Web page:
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Jesus and the Demise of Death: Read An Excerpt
5 Seeking to move beyond the academic enclosure of Aquinas' sacra doctrina within "historical theology," I engage Aquinas in a constructive and selective manner, rather than attempting to write historical theology. Aquinas' eschatology largely corresponds with that of the Catechism of the Catholic Church.
6 This emphasis on contemporary biblical scholarship will be contested by some scholars. For Peter Phan, e.g., developments in "interreligious dialogue, liberation theology, feminist thought, ecological theology, the new physics, and process philosophy" mean that "Christian eschatology has entered a new era in which another framework is required for interpreting both the eschaton and the eschata." Phan, "Contemporary Context and Issues in Eschatology," Theological Studies 55 (1994): 536. Given that the fundamental interpretive framework for eschatology must always be divine revelation, my contention is that an eschatology that is "adequate for our times" (536) need not thereby be one indebted primarily to the intellectual trends of our times.
7 Joseph Ratzinger, Eschatology: Death and Eternal Life, trans. Michael Waldstein and Aidan Nichols, O.P., 2nd ed. (Washington, D.C.: Catholic University of America Press, 2007), 171. Ratzinger adds, "This complicating factor in the theological appropriation of Scripture is in any case something demanded by the structure of the Bible's own affirmations. As in the case of the topic of immortality, what the New Testament offers to reflection is a beginning, not an end. Through christology, it gives a new focus to both of these questions. Yet this new center is itself in search of suitable anthropological means of expression. The Bible itself forbids Biblicism" (171).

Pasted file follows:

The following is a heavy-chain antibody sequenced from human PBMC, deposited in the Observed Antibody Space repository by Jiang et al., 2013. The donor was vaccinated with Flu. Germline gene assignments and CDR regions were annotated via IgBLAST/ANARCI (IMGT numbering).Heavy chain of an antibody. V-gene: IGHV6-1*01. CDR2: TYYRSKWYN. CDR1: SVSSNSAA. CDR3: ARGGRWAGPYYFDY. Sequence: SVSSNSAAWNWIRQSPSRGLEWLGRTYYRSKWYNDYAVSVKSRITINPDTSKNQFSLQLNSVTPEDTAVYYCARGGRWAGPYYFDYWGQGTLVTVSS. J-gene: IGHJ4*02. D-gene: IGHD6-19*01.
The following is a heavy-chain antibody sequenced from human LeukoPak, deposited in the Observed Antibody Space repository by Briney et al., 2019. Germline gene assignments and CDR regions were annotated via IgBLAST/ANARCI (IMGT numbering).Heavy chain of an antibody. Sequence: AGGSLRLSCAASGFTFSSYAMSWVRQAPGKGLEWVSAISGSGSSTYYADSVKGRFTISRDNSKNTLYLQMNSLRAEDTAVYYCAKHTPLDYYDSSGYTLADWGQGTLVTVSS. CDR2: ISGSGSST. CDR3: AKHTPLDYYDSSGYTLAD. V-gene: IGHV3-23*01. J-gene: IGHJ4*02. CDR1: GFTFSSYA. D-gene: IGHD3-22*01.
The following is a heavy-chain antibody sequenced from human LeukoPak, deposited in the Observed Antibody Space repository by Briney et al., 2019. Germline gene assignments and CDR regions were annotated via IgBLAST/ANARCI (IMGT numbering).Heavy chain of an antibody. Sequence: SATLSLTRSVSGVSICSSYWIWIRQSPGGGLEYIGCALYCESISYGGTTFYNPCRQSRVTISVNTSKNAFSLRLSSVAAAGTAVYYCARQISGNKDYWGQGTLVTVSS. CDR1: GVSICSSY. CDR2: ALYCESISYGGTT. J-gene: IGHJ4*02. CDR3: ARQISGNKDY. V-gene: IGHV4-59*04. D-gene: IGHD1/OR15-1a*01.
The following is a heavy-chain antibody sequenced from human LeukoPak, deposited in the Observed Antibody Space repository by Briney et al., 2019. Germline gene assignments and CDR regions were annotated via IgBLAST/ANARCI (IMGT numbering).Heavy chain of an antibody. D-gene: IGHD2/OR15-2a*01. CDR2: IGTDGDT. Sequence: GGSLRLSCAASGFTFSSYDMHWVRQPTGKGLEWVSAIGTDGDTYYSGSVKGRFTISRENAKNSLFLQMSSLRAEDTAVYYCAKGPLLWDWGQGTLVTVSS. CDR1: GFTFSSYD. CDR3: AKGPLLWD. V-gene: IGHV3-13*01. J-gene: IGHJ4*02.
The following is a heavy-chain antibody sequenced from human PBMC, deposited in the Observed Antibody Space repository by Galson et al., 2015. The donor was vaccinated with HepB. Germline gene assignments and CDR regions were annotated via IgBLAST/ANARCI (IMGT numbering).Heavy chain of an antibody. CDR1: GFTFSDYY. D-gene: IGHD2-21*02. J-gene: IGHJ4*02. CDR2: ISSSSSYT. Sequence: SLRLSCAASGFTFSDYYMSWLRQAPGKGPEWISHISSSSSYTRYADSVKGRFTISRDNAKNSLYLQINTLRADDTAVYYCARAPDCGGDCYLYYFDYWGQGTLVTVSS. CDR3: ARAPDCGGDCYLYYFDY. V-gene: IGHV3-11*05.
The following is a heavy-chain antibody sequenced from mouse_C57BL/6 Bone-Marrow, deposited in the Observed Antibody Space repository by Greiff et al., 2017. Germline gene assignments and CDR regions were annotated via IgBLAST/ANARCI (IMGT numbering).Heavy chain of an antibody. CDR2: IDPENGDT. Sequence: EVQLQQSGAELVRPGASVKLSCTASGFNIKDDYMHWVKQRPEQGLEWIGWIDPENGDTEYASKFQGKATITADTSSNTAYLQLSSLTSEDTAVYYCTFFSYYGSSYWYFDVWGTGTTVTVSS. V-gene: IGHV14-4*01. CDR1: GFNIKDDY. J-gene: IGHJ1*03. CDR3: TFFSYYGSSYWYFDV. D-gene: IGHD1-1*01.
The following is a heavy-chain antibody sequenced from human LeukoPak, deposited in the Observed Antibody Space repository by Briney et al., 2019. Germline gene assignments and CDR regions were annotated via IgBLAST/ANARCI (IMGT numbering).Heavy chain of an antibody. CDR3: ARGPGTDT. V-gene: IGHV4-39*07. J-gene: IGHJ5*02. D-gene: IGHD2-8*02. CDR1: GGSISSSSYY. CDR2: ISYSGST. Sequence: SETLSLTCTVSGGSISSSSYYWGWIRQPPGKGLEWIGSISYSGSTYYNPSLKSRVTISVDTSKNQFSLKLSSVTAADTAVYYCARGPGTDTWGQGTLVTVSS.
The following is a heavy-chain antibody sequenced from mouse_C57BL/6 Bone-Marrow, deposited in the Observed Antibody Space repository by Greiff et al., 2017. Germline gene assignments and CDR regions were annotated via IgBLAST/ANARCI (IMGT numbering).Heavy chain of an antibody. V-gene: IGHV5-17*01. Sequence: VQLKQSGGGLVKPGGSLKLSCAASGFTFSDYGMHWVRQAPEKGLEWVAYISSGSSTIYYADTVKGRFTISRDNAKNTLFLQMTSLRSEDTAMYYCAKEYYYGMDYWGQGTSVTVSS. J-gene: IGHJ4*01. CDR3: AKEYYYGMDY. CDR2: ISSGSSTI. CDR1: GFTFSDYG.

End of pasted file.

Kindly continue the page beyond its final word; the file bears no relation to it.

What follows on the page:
8 Alexander Schmemann, Great Lent: Journey to Pascha, rev. ed. (Crestwood, N.Y.: St. Vladimir's Seminary Press, 1974), 12. See also Schmemann, For the Life of the World: Sacraments and Orthodoxy, 2nd ed. (Crestwood, N.Y.: St. Vladimir's Seminary Press, 1973), 106: "I know that in Christ this great Passage, the Pascha of the world has begun, that the light of the 'world to come' comes to us in the joy and peace of the Holy Spirit." Along these lines, see Georges Florovsky, "Eschatology in the Patristic Age: An Introduction," Studia Patristica 2 (1957): 235-40; Jean Daniélou, S.J., The Lord of History: Reflections on the Inner Meaning of History, trans. Nigel Abercrombie (London: Longmans, Green, 1958), 214-15; Raniero Cantalamessa, O.F.M. Cap., Easter: Meditations on the Resurrection, trans. Demetrio S. Yocum (Collegeville, Minn.: Liturgical Press, 2006), 33. The subtitle of the original Italian edition of Cantalamessa's book is Un passaggio a cio che non passa.
9 I should note that although I affirm the bodily assumption of the Virgin Mary into heaven, an account of this mystery of faith is beyond the scope of this book. On
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the Virgin Mary's Assumption see esp. Pope John Paul II, Redemptoris Mater, with introduction and commentary by Joseph Ratzinger and Hans Urs von Balthasar, published as Mary: God's Yes to Man (San Francisco: Ignatius Press, 1988).
10 See my Sacrifice and Community: Jewish Offering and Christian Eucharist (Oxford: Blackwell, 2005); Levering, Christ and the Catholic Priesthood: Ecclesial Hierarchy and the Pattern of the Trinity (Chicago: Hillenbrand Books, 2010). See also Terence McGuckin, "The Eschatology of the Cross," New Blackfriars 75 (1994): 364-77.